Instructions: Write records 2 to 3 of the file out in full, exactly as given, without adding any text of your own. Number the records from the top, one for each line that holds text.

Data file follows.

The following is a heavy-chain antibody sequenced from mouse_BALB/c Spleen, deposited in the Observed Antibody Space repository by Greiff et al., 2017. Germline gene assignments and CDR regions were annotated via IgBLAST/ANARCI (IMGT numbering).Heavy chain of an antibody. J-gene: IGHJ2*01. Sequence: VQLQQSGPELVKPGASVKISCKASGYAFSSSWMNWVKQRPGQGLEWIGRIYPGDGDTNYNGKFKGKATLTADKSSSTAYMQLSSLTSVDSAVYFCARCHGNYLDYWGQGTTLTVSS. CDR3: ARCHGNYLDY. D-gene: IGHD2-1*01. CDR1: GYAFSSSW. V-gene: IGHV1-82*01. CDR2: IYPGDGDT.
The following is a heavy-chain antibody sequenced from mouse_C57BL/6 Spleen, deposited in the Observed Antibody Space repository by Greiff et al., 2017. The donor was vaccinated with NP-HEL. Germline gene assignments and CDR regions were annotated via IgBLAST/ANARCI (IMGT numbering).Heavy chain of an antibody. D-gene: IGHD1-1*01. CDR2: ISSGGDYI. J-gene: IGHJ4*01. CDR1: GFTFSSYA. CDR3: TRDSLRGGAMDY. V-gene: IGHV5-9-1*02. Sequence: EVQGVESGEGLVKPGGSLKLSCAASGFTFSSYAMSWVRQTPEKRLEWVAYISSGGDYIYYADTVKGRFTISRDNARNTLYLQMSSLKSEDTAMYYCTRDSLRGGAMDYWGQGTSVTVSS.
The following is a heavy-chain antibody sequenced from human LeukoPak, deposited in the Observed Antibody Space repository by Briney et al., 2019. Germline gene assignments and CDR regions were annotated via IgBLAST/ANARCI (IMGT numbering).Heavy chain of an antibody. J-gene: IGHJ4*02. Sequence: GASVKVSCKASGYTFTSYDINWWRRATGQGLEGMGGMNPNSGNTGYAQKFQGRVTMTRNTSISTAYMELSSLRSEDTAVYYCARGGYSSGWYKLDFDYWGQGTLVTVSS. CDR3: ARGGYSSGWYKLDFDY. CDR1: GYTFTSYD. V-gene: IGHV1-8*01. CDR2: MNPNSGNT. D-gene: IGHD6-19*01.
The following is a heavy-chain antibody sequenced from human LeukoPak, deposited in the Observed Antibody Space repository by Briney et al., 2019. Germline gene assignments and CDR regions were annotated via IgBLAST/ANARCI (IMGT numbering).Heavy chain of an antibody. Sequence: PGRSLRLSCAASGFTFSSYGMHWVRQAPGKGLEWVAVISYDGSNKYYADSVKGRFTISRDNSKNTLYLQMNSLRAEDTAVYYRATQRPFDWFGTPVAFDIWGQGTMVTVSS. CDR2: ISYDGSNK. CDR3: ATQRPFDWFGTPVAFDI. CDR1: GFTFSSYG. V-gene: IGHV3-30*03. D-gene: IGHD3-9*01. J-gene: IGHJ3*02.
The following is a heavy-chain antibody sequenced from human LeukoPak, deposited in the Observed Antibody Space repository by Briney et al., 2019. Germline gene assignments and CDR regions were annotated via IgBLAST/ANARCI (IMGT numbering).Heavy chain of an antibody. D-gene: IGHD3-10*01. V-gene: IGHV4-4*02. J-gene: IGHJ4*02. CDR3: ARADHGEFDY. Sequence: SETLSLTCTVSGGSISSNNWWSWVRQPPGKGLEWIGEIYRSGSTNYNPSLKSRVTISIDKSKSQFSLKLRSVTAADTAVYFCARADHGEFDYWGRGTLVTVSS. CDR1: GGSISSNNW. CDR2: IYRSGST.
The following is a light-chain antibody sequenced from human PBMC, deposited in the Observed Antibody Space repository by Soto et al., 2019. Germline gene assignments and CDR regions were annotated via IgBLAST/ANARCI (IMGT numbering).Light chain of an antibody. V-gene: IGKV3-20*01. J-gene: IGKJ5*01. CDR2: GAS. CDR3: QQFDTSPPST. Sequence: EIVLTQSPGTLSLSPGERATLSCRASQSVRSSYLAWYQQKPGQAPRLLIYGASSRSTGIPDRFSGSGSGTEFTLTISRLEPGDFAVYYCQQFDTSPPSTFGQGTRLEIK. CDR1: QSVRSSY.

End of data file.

The following is a heavy-chain antibody sequenced from mouse_C57BL/6 Spleen, deposited in the Observed Antibody Space repository by Greiff et al., 2017. The donor was vaccinated with NP-HEL. Germline gene assignments and CDR regions were annotated via IgBLAST/ANARCI (IMGT numbering).Heavy chain of an antibody. D-gene: IGHD1-1*01. CDR2: ISSGGDYI. J-gene: IGHJ4*01. CDR1: GFTFSSYA. CDR3: TRDSLRGGAMDY. V-gene: IGHV5-9-1*02. Sequence: EVQGVESGEGLVKPGGSLKLSCAASGFTFSSYAMSWVRQTPEKRLEWVAYISSGGDYIYYADTVKGRFTISRDNARNTLYLQMSSLKSEDTAMYYCTRDSLRGGAMDYWGQGTSVTVSS.
The following is a heavy-chain antibody sequenced from human LeukoPak, deposited in the Observed Antibody Space repository by Briney et al., 2019. Germline gene assignments and CDR regions were annotated via IgBLAST/ANARCI (IMGT numbering).Heavy chain of an antibody. J-gene: IGHJ4*02. Sequence: GASVKVSCKASGYTFTSYDINWWRRATGQGLEGMGGMNPNSGNTGYAQKFQGRVTMTRNTSISTAYMELSSLRSEDTAVYYCARGGYSSGWYKLDFDYWGQGTLVTVSS. CDR3: ARGGYSSGWYKLDFDY. CDR1: GYTFTSYD. V-gene: IGHV1-8*01. CDR2: MNPNSGNT. D-gene: IGHD6-19*01.